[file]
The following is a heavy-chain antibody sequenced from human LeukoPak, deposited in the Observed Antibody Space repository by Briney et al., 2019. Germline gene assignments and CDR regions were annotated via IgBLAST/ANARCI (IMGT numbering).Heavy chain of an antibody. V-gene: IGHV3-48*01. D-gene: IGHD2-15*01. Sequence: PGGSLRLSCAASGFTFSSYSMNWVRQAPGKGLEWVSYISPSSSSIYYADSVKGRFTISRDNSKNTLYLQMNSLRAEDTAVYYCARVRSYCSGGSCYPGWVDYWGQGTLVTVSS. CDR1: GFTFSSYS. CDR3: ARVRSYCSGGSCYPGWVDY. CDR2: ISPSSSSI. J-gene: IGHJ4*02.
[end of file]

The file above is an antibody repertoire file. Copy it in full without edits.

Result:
The following is a heavy-chain antibody sequenced from human LeukoPak, deposited in the Observed Antibody Space repository by Briney et al., 2019. Germline gene assignments and CDR regions were annotated via IgBLAST/ANARCI (IMGT numbering).Heavy chain of an antibody. V-gene: IGHV3-48*01. D-gene: IGHD2-15*01. Sequence: PGGSLRLSCAASGFTFSSYSMNWVRQAPGKGLEWVSYISPSSSSIYYADSVKGRFTISRDNSKNTLYLQMNSLRAEDTAVYYCARVRSYCSGGSCYPGWVDYWGQGTLVTVSS. CDR1: GFTFSSYS. CDR3: ARVRSYCSGGSCYPGWVDY. CDR2: ISPSSSSI. J-gene: IGHJ4*02.